K-W & Area Big Sisters: Female volunteers are required to develop 1 on 1 friendships with youth. You must be 20 yrs of age and older and provide 3 hrs/wk for at least 1 year. Access to a vehicle is beneficial. Call for info 743-5206 Homework Helpers needed! Big sisters requires25 students to tutor elementary/ highschool students having academic difficulties. Access to a vehicle an asset. Training scheduled for Tuesday October 3, 1995 7:00 - 9100 p.m. To register call 743-5206 A.S.A.P. Volunteers needed to work with Preschool children in child care settings. No previous experience with children required. 2-3 hours per week. Great experience, call Bill at Notre Dame of St. Agatha Preschool Support Service 741-I 122. Lexington Public School, Waterloo is lookingforenthusiasticvolunteerstowork with students or in the classroom, Phone Brigltta at 747-3314. Walk for Aids 1995. ACCKWA - The Aids Committe of Cambridge, Kitchener, Waterloo and Area is currently seeking “short-term” volunteers to assist with their 3rd annual “Walk for AIDS” waik-athan, being held on Sunday, October 1st. No long term commitment or lengthy training is required, just your enthusiasm and a sincere interest in helping to organize the area’s largest Walk For AIDS ever! You can make a difference in the IIves of people living with HIV and AIDS in our community by becoming involved today! Various volunteer opportunities are available! For further details on how to get involved, please call Tracy at 570-

Canadian Mental Health Association Waterloo Regional Branch believes that volunteers make a diffrence.

Volunteer with

Friends * Distress Centre * Community Access Centre l Call reception 744-7M5 for more information.

The Cityof Waterloo, Volunteer Services is currently recruiting for the following volunteer postions: Program Assistant You will be assisting participants to take part in activities and assist staff to conduct activities. A 3 hour commitment per week is required. Volunteer Drivers Volunteersare needed to drive seniors to appointments and other errands within Kitchener-Waterloo. Hours are flexible and mileage is reimbursed. Office Assistant - Volunteers are needed to assist in a warm office environment. Phone skills, typing and customer skills are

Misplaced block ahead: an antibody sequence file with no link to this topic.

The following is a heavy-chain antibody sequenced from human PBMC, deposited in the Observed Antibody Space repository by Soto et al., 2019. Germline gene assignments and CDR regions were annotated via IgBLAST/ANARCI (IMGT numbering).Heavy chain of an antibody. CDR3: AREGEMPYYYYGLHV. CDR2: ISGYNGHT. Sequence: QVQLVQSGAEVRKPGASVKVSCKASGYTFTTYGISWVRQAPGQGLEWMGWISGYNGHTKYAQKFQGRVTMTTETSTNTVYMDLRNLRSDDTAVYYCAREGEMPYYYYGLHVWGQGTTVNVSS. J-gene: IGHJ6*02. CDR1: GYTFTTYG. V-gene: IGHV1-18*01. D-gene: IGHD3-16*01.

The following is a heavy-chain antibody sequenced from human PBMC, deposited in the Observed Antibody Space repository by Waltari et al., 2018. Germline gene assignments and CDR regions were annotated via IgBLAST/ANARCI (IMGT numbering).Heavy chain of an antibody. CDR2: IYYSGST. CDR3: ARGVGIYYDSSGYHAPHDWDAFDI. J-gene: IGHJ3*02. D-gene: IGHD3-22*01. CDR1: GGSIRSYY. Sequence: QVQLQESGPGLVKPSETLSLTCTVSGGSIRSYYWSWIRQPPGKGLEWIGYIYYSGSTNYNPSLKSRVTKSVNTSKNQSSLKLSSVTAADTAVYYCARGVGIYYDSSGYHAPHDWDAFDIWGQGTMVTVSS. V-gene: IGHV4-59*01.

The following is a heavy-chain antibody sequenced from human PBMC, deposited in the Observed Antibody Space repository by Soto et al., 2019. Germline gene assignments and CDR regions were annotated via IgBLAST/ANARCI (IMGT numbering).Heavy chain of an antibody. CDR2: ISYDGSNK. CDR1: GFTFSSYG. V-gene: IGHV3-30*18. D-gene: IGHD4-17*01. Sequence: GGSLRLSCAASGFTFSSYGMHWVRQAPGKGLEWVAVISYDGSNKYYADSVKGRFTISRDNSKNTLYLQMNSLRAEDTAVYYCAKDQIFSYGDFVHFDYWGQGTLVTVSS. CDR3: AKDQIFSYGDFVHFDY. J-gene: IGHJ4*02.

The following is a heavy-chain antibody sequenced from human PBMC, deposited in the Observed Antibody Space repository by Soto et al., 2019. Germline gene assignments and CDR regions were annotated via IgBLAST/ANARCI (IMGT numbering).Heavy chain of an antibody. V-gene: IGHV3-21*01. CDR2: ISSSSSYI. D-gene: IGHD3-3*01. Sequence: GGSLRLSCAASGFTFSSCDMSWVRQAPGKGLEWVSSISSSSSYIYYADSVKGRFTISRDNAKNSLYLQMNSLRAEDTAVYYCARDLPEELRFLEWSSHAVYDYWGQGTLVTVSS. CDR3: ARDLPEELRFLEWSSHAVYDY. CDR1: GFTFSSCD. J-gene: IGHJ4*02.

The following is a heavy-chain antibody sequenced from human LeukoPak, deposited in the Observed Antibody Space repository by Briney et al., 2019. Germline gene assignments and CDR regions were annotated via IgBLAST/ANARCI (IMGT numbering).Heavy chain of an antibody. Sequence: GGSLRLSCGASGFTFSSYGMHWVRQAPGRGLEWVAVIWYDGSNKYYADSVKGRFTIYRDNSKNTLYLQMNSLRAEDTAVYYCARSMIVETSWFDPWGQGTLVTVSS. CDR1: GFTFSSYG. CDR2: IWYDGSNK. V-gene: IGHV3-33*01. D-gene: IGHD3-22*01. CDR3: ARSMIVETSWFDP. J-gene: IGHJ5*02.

able to 2nd year Kinesiology students with a minimum overall average of 83%. Deadline: Ott 31/95 Ron May Memorial Award: available to 3rd or 4th year Recreation. Deadline: Ott

13/95 RAWCO: available to 2nd, 3rd or 4th year Recreation and Leisure Studies. Deadline: Jan 31/96

J-B. Bickell


available to all Chemical students. Deadline: Sept 29/95

Ott 13195

John Deere Limited Scholarship:


able to 38 Mechanical



Watcom can offer you. We hope to see you there Oct. 4 6:3O - 9:00 p.m. at the University Club Watcom co-op students are especially welcome to attend.

Free Concert


to 4A

Ontario Rubber Group/Rubber Chemistry Division, CIC Award: available to all SB. Deadline: Sept 29/95

of Environmental Studies

Shelley Ellison Memorial Award: avail-


for the following scholarships are being accepted during the Fall term. Refer to Section 4 of the Undergraduate Calendar for further criteria. Unless otherwise stated application deadline is Oct. 27/95. Application forms are available in the Student Awards Office, 2nd Fir. Needles Hall.


All Faculties

Oct. 4

the Canadian


Effective immediately,



Schubert, “Trout”Quintet(Leslie De’Ath, piano); Strauss/Schoenberg, “Emperor” Waltzes; Rorem, Lovers, Sea Shanties; Calve& 3 Swiss Tunes WLU Maureen Forrester Hall 8:00 p.m.




of Waterloo

Fine Arts Film

Society Taiwanese “Strawman” 7:00 p.m.

New Wave. in UW’s East


1219. Foreign

Hall Auditorium